All service, no waste

Nothing is wasted in store. If the community gardens need cardboard to suppress weeds, then that’s available. Food that is no longer shop-ready but perfectly edible, goes to a cook who makes soups for Blackheath Area Neighbourhood Centre. People collect older produce for their chickens and what’s left is composted. Blackheath Community Farm is one of the benefactors of compostable material.

Cooking bananas on sale outside the shop

Mel sells stir-fry and soup packs and bananas labelled for cooking. She’s created a juice bar so excess berries and other fruit can be frozen and used when needed. She tells her staff that the store can be a place to engage with the community. “If someone’s got lemon grass in their basket and potatoes and onion, I might ask if they’re making a curry of some kind,” Mel says. “Even if they’re not, we’ve exchanged some words and interest. It’s fleeting, but it’s connection.”

Mel thinks this is what real service looks like. “If I notice an older person pausing in front of the pumpkins, maybe their arthritis is stopping them making the purchase. I have one lady who comes in and we cut half a pumpkin into five pieces. She gets me to leave the skin on because she bakes it in the oven. You can’t get anything cut or peeled at Woolworths, but we can do that.”

Heirloom tomatoes at the Vegie Patch

A gardener’s life

Following the birth of her now ten-year-old daughter, Mel suffered serious postnatal depression. One of the ways she dealt with it was maintaining 12 garden beds at home. She tells me that before buying the Vegie Patch, she wrote court and sentencing reports for judges. She says this bureaucratic work didn’t feed her soul. “It wasn’t fulfilling,” she says. “Some days I go home and I’ve peeled potatoes for someone or cut up a pumpkin. What I do now makes me feel better than I ever have before.”

Christmas cheer

I’d heard that Mel had helped out with Blackheath Area Neighbourhood Centre’s Christmas Day lunch, so I rang Jade at BANC to ask her about it. “What didn’t she do!” Jade exclaims. “She planned the menu, donated all the fruit and vegetables and other supplies. We went down to Penrith in her van to shop and collect catering equipment. One of her friends cooked in the days leading up to the event and was there on the day. Mel was too. She’s incredible. I’d agreed to organise it, but Mel made it happen.”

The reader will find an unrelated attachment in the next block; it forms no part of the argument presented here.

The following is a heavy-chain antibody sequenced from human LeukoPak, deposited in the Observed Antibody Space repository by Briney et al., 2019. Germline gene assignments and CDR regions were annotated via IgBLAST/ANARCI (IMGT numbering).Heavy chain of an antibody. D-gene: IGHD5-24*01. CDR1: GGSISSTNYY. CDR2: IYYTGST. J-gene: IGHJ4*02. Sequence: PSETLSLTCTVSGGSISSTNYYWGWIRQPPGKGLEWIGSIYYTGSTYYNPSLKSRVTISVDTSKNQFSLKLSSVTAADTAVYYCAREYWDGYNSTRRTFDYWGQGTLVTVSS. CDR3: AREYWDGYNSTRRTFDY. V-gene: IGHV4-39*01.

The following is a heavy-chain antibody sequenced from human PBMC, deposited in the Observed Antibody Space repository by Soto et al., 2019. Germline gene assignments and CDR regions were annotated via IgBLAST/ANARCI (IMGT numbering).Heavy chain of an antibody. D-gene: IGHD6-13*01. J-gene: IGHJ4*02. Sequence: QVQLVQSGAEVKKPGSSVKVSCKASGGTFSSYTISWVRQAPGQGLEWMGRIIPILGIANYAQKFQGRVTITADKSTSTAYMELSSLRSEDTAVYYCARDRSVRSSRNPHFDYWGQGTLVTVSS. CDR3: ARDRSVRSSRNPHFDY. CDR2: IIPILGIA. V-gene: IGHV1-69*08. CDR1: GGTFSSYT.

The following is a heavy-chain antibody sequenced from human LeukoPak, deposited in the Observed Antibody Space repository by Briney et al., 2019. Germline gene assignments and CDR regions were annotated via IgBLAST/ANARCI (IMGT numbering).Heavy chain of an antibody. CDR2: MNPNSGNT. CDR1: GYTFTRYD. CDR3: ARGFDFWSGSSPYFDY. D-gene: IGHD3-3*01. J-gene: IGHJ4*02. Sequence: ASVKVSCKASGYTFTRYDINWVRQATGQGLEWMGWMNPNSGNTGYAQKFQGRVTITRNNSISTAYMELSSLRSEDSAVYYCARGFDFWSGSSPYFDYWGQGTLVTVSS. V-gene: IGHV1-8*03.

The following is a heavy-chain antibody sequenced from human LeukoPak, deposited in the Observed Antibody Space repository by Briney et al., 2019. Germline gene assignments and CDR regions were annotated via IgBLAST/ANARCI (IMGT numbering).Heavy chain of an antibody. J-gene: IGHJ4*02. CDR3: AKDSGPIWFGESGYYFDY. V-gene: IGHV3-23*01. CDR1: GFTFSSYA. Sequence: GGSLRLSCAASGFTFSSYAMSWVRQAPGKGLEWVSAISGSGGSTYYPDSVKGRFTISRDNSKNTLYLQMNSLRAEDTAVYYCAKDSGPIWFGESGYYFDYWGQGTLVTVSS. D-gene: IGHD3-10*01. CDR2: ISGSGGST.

volunteers at the blackheath Christmas Day lunch

Volunteer chef Xavier and volunteers Max and Bridey making trifle at the Christmas Day lunch. (Photos supplied)

A way of living

When I first went to the Vegie Patch and sat with Mel out the back next to the cool room, I’d felt right at home. We laughed about the desiccated rogue turnip we’d both noticed as she was telling me how everything gets used one way or the other. I’d watched the way she interacted with her staff and the delivery man who came to drop off apple juice. She spoke to me in the same way: clearly, matter-of-factly, and from the heart.

“I do as much as I can,” Mel says, but she stresses that no one has to do everything. “We can all just do little things. At the end of our lives, I always say, especially to my staff, it doesn’t matter what you did in your life, it’s how you did it. Did you do it well? Did you care about what you did in that day? Change comes for us and the world when we put our best foot forward.”

Take Action:

  • Support Mel’s vision and the community by buying local.
  • Join the Affiliate Growers’ Program.
  • Grow your own fruit and vegetables for health and wellbeing.

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This story has been produced as part of a Bioregional Collaboration for Planetary Health and is supported by the Disaster Risk Reduction Fund (DRRF). The DRRF is jointly funded by the Australian and New South Wales governments.

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About Hamish Dunlop

Hamish Dunlop is a writer, visual artist and environmentalist. During his career he has worked in communications, as an academic at UNSW and ACU and more recently in the conservation space. He is currently completing a Diploma in Conservation and Ecosystems Management. He lives on the bush in Medlow Bath and is a passionate bush walker, gardener and cold-water enthusiast.